# Homework Help: Skier Sliding Down Ski Slope

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1. Oct 25, 2014

### OttoVon

1. The problem statement, all variables and given/known data
The record speed for grass skiing was set in 1985 by Klaus Spinka, of
Austria. Suppose it took Spinka 6.60 s to reach his top speed after he
started from rest down a slope with a 34.0° incline. If the coefficient of
kinetic friction between the skis and the grass was 0.198, what was the
magnitude of Spinka’s net acceleration? What was his speed after 6.60 s?
a=3.87m/s^2
For the speed after 6.60s
velocity final=25.5m/s^2

What we Have
Time: 6.60s
Degree: 34
mg:?
n:?
M:0.198
From rest: V initial = 0 m/s
a=?
Speed after: 6.60s
2. Relevant equations
Friction=Mn
Efx:
Efy:

3. The attempt at a solution
This is what I did so far:
EFx: Friction-mgsin(34)=max
EFy:Normal Force-mgcos(34)=may
Added the mg's to the other side
Friction=mgsin(34)+max
Normal Force=mgcos(34)+may

Then plugged into the equation to find friction friction=(0.198)(normal force)
mgsin34+max=(mgcos34+may)(0.198)
The problem is that everything will cancel out so that is preventing me from finding acceleration

2. Oct 25, 2014

### haruspex

What is the value of ay?

3. Oct 26, 2014

### OttoVon

What do you mean? It didn`t specify a value is it zero?

4. Oct 26, 2014

### haruspex

It represents the acceleration perpendicular to the slope, right? Does the skier stay in contact with the slope? So what's the velocity perpendicular to the slope? Is it constant?

5. Oct 26, 2014

### OttoVon

He stays in contact with the slope, the velocity wouldn't be constant wouldn't it because acceleration is there to make it increase/decrease right?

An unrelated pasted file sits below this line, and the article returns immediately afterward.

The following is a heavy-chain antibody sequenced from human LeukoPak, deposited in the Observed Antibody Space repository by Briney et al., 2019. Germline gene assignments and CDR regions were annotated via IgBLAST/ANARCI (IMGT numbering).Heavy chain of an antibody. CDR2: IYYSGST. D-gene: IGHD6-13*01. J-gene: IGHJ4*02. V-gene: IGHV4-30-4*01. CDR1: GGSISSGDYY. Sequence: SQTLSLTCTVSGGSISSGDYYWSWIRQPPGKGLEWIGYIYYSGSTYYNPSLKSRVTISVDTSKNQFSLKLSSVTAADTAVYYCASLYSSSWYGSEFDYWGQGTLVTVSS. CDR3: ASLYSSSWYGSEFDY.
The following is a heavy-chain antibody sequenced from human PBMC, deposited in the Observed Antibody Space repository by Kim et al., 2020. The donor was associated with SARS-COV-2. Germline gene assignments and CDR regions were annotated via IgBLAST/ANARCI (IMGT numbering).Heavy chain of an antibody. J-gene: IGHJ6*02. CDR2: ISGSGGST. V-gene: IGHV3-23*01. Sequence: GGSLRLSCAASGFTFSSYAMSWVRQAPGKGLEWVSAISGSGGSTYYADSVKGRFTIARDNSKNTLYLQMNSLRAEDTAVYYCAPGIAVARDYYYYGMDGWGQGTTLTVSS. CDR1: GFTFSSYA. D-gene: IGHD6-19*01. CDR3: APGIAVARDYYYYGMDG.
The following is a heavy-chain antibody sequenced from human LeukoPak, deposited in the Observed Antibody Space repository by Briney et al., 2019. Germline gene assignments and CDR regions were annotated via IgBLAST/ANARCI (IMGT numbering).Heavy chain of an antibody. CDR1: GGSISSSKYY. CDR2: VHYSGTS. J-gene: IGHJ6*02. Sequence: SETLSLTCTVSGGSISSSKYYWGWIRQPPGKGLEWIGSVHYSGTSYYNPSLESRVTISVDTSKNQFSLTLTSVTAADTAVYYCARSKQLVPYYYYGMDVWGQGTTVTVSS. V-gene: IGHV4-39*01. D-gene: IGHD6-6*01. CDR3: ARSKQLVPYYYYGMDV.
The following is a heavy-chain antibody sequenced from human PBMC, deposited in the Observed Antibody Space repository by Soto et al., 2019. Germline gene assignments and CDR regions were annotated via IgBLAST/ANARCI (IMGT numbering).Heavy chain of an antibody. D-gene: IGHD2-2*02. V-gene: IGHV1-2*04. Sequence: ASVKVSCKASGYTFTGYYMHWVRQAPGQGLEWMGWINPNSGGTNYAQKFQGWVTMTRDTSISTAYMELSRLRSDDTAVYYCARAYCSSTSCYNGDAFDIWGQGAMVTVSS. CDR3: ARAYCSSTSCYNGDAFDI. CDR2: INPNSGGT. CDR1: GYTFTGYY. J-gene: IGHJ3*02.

6. Oct 26, 2014

### billy_joule

If the skier stays in contact with the slope what is his displacement in the y direction? What does that displacement say about the velocity and acceleration in that direction?

7. Oct 26, 2014

### haruspex

8. Oct 27, 2014

### dean barry

Your initial acceleration looks correct, you have assumed contant acceleration up to the time limit, whereas with air drag involved the acceleration rate would diminish during the journey, the terminal velocity never being reached.
This involves maths of a greater sophistication than simply newtons rules.

9. Oct 27, 2014

### haruspex

I don't believe drag is supposed to be taken into account here. It would leave insufficient information.

10. Oct 27, 2014

### Staff: Mentor

What these guys are asking is "If the skis are always in contact with the slope, what is their velocity component perpendicular to the slope?"

Chet

11. Oct 28, 2014

### dean barry

Can i go back to finding the acceleration ?
g ive asumed at 9.81 m/s/s
The root equation is :
acceleration = f / m
But :
f = ( m * g * sine 34 ° ) - ( m * g * cosine 34 ° )
f = ( 5.4856 m ) - ( 1.6103 m )
Subtracting, you get :
f = 3.8753 m
Back to the root equation :
acceleration = ( 3.8753 m ) / m
The m's cancel, you get :
acceleration = 3.87538 m/s/s

If you then apply this acceleration constantly for 6.6 seconds youre velocity will be 25.58 m/s

12. Oct 28, 2014

### haruspex

You should know by now that you should not post complete solutions until the original poster has posted a solution. Until then, just helpful hints please.

13. Oct 28, 2014

Chet